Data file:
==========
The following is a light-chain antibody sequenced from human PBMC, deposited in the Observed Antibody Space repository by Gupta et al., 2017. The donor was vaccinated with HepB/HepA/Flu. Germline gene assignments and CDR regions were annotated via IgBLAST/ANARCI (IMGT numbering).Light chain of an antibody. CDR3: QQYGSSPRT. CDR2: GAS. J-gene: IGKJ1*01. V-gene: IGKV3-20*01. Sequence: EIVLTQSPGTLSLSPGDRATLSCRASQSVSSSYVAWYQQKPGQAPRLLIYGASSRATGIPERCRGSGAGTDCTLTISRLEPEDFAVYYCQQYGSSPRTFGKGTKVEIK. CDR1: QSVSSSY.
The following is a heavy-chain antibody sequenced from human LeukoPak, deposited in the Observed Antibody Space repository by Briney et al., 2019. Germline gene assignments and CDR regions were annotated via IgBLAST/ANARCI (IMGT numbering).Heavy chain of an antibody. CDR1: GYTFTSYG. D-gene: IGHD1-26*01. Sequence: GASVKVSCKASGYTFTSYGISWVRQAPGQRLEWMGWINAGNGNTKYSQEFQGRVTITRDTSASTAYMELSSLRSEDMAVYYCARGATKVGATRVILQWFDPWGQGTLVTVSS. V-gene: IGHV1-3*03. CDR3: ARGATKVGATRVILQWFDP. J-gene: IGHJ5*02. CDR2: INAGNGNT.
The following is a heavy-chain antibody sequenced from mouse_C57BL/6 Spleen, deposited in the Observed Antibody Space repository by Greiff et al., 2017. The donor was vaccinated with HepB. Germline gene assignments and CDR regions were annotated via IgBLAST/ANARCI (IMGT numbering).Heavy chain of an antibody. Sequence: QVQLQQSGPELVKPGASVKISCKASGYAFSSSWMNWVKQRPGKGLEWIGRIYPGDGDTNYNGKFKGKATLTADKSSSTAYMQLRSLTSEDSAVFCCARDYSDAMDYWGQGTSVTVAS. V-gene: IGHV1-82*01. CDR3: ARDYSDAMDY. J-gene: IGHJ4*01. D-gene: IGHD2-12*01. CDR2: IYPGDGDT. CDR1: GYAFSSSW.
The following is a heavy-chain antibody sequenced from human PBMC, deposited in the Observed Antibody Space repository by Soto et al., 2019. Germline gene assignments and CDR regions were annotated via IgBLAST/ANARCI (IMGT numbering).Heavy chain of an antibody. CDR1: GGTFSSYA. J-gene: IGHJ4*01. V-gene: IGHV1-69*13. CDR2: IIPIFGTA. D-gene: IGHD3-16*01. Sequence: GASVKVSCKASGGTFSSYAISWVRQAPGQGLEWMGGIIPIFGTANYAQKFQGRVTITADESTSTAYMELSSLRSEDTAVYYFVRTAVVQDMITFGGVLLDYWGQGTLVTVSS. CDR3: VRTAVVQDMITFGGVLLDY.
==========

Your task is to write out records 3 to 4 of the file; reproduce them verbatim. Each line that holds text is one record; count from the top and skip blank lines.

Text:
The following is a heavy-chain antibody sequenced from mouse_C57BL/6 Spleen, deposited in the Observed Antibody Space repository by Greiff et al., 2017. The donor was vaccinated with HepB. Germline gene assignments and CDR regions were annotated via IgBLAST/ANARCI (IMGT numbering).Heavy chain of an antibody. Sequence: QVQLQQSGPELVKPGASVKISCKASGYAFSSSWMNWVKQRPGKGLEWIGRIYPGDGDTNYNGKFKGKATLTADKSSSTAYMQLRSLTSEDSAVFCCARDYSDAMDYWGQGTSVTVAS. V-gene: IGHV1-82*01. CDR3: ARDYSDAMDY. J-gene: IGHJ4*01. D-gene: IGHD2-12*01. CDR2: IYPGDGDT. CDR1: GYAFSSSW.
The following is a heavy-chain antibody sequenced from human PBMC, deposited in the Observed Antibody Space repository by Soto et al., 2019. Germline gene assignments and CDR regions were annotated via IgBLAST/ANARCI (IMGT numbering).Heavy chain of an antibody. CDR1: GGTFSSYA. J-gene: IGHJ4*01. V-gene: IGHV1-69*13. CDR2: IIPIFGTA. D-gene: IGHD3-16*01. Sequence: GASVKVSCKASGGTFSSYAISWVRQAPGQGLEWMGGIIPIFGTANYAQKFQGRVTITADESTSTAYMELSSLRSEDTAVYYFVRTAVVQDMITFGGVLLDYWGQGTLVTVSS. CDR3: VRTAVVQDMITFGGVLLDY.